Tag: brains

Honey Bees Can Understand Nothing

Zero, zilch, nothing, is a pretty hard concept to understand. Children generally can’t grasp it until kindergarten. And it’s a concept that may not be innate but rather learned through culture and education.

Throughout human history, civilizations have had varying representations for it. Yet our closest animal relative, the chimpanzee, can understand it.

And now researchers in Australia writing in the journal Science say the humble honey bee can be taught to understand that zero is less than one.

The result is kind of astounding, considering how tiny bee brains are. Humans have around 100 billion neurons. The bee brain? Fewer than 1 million.

The findings suggest that the ability to fathom zero may be more widespread than previously thought in the animal kingdom — something that evolved long ago and in more branches of life.




It’s also possible that in deconstructing how the bees compute numbers, we could make better, more efficient computers one day.

Our computers are electricity-guzzling machines. The bee, however, “is doing fairly high-level cognitive tasks with a tiny drop of nectar,” says Adrian Dyer, a Royal Melbourne Institute of Technology researcher and co-author on the study.

Their brains are probably processing information in a very clever [i.e., efficient] way.”

But before we can deconstruct the bee brain, we need to know that it can do the complex math in the first place.

How to teach a bee the concept of zero

Bees are fantastic learners. They spend hours foraging for nectar in among flowers, can remember where the juiciest flowers are, and even have a form of communication to inform their hive mates of where food is to be found.

Researchers train bees like they train many animals: with food. “You have a drop of sucrose associated with a color or a shape, and they will learn to reliably go back to” that color or shape, Dyer explains.

With this simple process, you can start teaching bees rules. In this case, the researchers wanted to teach 10 bees the basic rules of arithmetic.

So they put out a series of sheets of paper that had differing numbers of objects printed on them. Using sugar as a reward, the researchers taught the bees to always fly to the sheet that had the fewest objects printed on it.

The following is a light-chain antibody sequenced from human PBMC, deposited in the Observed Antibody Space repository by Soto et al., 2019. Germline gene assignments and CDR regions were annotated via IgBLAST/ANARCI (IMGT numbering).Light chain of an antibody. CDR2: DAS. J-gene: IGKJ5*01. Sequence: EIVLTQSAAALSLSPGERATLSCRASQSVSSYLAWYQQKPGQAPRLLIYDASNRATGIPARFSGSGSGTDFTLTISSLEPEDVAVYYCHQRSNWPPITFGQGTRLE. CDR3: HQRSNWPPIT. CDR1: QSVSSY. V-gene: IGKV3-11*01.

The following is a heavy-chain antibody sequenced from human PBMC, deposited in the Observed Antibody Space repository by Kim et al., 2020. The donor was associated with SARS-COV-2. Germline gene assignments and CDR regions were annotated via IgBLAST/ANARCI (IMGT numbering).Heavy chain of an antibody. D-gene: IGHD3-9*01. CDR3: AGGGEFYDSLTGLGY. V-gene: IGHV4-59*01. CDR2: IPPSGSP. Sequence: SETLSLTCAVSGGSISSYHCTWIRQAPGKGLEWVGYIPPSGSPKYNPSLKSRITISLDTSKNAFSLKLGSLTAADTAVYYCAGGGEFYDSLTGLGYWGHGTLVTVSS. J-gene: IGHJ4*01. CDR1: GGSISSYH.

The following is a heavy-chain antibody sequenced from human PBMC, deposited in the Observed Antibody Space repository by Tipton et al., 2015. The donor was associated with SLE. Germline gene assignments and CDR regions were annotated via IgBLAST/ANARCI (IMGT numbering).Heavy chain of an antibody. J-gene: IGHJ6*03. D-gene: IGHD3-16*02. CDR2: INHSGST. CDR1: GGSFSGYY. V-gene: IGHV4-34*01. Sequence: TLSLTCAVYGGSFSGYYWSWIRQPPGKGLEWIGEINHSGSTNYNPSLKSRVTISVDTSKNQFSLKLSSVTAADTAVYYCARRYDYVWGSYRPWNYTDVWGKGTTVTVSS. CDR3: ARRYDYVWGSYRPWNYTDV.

Once the bees learned this rule, they could reliably figure out that two shapes are less than four shapes, that one shape is smaller than three. And they’d keep doing this even when a sugary reward was not waiting for them.

And then came the challenge: What happens when a sheet with no objects at all was presented to the bees? Would they understand that a blank sheet — which represented the concept of zero in this experiment — was less than three, less than one?

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Pass it on: Popular Science

No, there Hasn’t Been A Human ‘Head Transplant’, And There May Never Be

Neurosurgeon Sergio Canavero is in the news again, claiming to have performed the first successful human head transplant. But even cursory analysis reveals that he hasn’t.

And scientific logic suggests he never will.

In February 2015, Sergio Canavero appeared in this very publication claiming a live human head will be successfully transplanted onto a donor human body within two years.

He’s popped up in the media a lot since then, but two years and nine months later, how are things looking?

Well, he’s only gone and done it! As we can see in this Telegraph story from today, the world’s first human head transplant has been successfully carried out.

Guess all those more timid neurobods who said it couldn’t be done are feeling pretty foolish right now, eh?

Well, not quite. Because if you look past the triumphant and shocking headlines, the truth of the matter becomes very clear, very quickly.




These “successful” procedures are anything but

Many of Canavero’s previous appearances in the media have been accompanied by claims of successful head transplant procedures.

But, how are we defining “successful” here? Canavero’s definition seems to be extremely “generous” at best.

For instance, he recently claimed to have “successfully” performed a head transplant on a monkey. But did he?

While the monkey head did apparently survive the procedure, it never regained consciousness, it was only kept alive for 20 hours for “ethical reasons” and there was no attempt made at connecting the spinal cord.

So even if the monkey had survived long-term it would have been paralysed for life. So, it was a successful procedure.

If you consider paralysis, lack of consciousness and a lifespan of less than a day as indicators of “success”.

There was also his “successful” rat head transplant, which involved grafting a severed rat head onto a different rat, a living one that still had its head.

Exactly how this counts as a “transplant” is anyone’s guess. It’s adding a (functionally useless) appendage onto an otherwise healthy subject.